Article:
In my line of business it's often assumed that it's unwise to apologise. The same probably goes for most businesses. To apologise is to admit liability for at least part of a mistake that has been made. As a provider of a professional service, to apolgise is to reveal a vulnerability in the expertise that your customers have come to you for.
Yet a sincere, unlaboured apology can be an important part of the ongoing development of a business relationship. It can also test a relationship. Is the receiving party going to take advantage of the situation and press for discount, raising a volunteered admission of mistake as justification? And in that case, is this the type of customer you really want to be dealing with (if you have a choice)?
[Topless, laboured, insincere apology - https://medium.com/@laurenholliday_/how-to-write-a-damn-good-apology-8b554513f8eb]
A sincere apology usually takes courage. It can in-fact be viewed as a sign of good judgement. An apology is often acknowledgement that you wish to surface an issue for discussion and seek to improve performance as a key outcome - and can signal that you wish to move on quickly and efficiently. Isn't that a desirable and valuable trait in a professional?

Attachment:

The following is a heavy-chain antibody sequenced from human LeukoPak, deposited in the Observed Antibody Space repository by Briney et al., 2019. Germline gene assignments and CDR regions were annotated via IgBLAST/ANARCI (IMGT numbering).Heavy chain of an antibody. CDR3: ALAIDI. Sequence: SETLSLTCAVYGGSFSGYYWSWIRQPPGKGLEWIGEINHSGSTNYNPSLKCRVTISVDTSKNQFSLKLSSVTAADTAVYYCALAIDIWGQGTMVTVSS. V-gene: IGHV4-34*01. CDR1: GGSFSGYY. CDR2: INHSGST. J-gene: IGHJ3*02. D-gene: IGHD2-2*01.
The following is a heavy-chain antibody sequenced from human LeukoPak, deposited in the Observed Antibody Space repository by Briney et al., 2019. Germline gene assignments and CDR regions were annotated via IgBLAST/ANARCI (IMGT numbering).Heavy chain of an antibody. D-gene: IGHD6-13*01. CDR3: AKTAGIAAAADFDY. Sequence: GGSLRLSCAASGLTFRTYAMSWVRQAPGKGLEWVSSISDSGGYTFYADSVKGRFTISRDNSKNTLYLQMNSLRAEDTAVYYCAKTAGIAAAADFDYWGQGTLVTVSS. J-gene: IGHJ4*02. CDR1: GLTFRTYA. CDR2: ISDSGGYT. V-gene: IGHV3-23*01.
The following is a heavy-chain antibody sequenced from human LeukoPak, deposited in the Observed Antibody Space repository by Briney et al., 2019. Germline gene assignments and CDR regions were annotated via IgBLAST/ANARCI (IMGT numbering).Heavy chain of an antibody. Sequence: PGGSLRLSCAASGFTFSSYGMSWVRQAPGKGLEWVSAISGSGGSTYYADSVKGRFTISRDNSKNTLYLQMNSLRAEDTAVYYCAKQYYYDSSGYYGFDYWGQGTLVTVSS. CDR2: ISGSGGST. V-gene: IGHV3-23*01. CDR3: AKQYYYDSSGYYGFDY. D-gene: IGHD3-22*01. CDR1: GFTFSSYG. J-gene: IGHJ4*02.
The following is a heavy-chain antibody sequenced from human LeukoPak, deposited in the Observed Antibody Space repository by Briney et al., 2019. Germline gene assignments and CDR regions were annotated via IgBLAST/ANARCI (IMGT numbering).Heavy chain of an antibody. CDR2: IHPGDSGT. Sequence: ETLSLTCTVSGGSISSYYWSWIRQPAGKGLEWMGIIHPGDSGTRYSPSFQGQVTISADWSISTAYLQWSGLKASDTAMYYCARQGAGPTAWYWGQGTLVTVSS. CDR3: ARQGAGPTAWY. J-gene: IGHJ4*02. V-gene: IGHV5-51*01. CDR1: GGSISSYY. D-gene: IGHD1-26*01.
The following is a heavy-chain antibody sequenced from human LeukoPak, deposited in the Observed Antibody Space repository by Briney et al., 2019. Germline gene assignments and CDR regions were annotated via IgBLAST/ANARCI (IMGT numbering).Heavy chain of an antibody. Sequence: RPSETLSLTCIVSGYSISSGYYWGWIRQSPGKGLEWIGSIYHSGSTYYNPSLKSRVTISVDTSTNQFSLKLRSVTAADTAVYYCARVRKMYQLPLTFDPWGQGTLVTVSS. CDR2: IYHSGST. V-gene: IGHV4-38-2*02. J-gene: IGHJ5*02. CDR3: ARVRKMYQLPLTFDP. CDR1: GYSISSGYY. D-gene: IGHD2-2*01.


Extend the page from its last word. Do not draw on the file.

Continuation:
On the other hand, an unscrupulous apology can simply be a way to get gullible/naive people off your back when you are in the process of trying to swindle them. For this reason, careful attention to any apology volunteered in a business situation is prudent.
As a provider of a specialised service, it's of course also important for a customer to have confidence in your ability to deliver a quality outcome. In that regard, an apology shouldn't be volunteered frivolously. It takes practice to judge when an apology should be offered, certainly.
[Cheesy apology - https://www.parentmap.com/article/the-power-of-real-apologies-in-a-fake-apology-world]
The art of the professional apology is not easy to master. In my opinion, to steer clear of using it altogether though can stunt the potential for development of deep mutual understanding - and productivity - in a business relationship. Like any powerful tool, the apology should be handled with care - with practice though, and used judiciously, it can enhance outcomes and enrich success.
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